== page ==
Red Bull does have a lot of sugar, but the total amount (including processed sugar) is no greater than the total amount of sugar found in an equivalent volume of fruit juice.

Its sugar content is roughly equivalent to the maximum daily sugar intake advised for an adult human. That’s in one normal-sized can. It’s equal to about 4-9 teaspoons of sugar, depending upon how high you heap those teaspoons. Many of us put that much in 1-2 cups of coffee, and we’re otherwise generally very careless about our sugar intake regardless (on average, we consume 2 times the recommended daily intake), but that doesn’t objectively make Red Bull any better.

The issue here is the accessibility of that sugar. Processed sugar is easily accessed, and quickly stored (often, I’ve found, in the hips).

Except, there is sugar-free Red Bull. There are also sugar-free varieties of most other energy drinks.

You can restrict your energy drink intake to when you actually need that extra energy, which will burn more sugar without storing the excess as fat. The American Heart Association’s maximum daily intake advisement is based on averages in both body size and daily activity levels. A person with more non-fatty tissue can safely consume higher amounts of sugar. A person with unusually high activity levels, such as someone who gets 30 minutes or more of physical exercise in a given day, will burn through substantially more calories.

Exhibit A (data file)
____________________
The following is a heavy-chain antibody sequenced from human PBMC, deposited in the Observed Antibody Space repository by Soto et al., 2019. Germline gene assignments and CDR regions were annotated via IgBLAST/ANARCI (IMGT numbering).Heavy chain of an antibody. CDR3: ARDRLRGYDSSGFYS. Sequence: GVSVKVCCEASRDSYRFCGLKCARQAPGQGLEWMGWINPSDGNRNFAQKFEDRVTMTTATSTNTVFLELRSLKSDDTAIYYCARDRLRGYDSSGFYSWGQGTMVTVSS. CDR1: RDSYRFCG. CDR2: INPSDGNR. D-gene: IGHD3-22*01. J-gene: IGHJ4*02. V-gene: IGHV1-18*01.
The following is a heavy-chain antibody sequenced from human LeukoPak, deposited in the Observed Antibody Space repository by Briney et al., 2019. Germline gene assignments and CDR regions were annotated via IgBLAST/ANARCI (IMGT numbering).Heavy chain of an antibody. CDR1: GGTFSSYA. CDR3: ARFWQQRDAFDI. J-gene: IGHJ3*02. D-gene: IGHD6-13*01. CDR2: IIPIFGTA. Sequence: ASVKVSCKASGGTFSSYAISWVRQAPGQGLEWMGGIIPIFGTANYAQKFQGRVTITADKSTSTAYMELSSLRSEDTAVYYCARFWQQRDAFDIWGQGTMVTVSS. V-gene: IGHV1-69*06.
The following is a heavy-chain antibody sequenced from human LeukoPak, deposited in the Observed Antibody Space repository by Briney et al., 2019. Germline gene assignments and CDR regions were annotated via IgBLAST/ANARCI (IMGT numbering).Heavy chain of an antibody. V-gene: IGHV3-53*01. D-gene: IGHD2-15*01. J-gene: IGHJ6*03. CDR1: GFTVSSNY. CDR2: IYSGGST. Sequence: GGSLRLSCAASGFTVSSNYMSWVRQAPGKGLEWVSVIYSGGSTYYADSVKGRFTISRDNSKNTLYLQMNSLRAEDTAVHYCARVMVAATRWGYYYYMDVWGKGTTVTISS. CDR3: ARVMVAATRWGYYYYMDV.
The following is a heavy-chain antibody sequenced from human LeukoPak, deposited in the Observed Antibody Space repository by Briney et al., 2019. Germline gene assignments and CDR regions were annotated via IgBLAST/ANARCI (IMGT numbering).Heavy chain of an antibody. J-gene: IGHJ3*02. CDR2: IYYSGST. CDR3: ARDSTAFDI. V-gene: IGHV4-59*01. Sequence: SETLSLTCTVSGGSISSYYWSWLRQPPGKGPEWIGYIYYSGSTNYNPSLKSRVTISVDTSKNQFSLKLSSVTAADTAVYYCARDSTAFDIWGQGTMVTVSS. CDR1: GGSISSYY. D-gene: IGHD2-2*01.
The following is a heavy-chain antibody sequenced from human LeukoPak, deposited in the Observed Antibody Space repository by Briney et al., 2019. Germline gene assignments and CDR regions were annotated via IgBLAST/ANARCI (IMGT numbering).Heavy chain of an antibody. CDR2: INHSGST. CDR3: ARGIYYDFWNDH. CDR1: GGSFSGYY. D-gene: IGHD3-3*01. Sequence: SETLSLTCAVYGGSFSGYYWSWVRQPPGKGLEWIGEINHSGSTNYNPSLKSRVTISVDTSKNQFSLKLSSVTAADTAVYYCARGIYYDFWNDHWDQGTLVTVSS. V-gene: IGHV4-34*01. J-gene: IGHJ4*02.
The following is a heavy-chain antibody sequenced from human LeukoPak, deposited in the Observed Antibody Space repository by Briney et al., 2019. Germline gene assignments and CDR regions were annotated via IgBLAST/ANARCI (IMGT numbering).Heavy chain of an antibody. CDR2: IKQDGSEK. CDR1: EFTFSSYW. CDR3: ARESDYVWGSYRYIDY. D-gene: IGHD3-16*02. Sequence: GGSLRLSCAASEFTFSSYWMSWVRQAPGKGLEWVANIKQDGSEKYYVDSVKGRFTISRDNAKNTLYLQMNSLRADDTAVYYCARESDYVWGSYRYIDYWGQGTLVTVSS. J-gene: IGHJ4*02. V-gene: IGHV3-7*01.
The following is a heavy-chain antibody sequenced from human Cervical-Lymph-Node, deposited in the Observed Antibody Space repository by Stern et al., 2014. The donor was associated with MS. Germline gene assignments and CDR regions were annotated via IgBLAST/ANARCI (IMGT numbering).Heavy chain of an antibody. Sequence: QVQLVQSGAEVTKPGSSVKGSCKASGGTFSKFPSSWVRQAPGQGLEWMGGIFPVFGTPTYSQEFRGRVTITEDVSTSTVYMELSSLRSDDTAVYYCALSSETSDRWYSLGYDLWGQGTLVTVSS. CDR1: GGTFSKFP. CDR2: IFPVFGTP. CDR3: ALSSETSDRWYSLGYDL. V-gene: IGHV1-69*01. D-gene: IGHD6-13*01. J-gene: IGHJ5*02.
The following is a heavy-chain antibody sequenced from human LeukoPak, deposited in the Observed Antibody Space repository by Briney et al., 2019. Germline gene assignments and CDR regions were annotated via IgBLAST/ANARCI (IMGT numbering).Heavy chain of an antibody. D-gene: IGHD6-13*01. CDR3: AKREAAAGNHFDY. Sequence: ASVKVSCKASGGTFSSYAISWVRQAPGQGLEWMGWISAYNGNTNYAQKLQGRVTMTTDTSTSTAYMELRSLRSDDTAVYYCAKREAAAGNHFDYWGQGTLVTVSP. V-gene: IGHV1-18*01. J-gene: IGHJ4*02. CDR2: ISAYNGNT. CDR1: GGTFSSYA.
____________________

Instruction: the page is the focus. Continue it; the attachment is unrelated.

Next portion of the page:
The average intake advisement only involves 100 – 150 calories per day, maximum. It is so restricted due to the necessity of making room for calories from other important nutrients *within the average daily allotment of 2000 calories*. An amateur bodybuilder, someone who works out for 1-2 hours per day, may consume 2-3 times as much. It’s all about healthy activity levels and well-informed habits.

Energy drinks are not the Devil. Caffeine is heavily consumed by countries with some of the highest life expectancies on Earth, including the US and the Nordic countries. Articles like the one I’m referencing present a woefully incomplete and deeply skewed angle that is designed to mislead. This is so they can trend on sensationalism, which is exactly what this article is doing.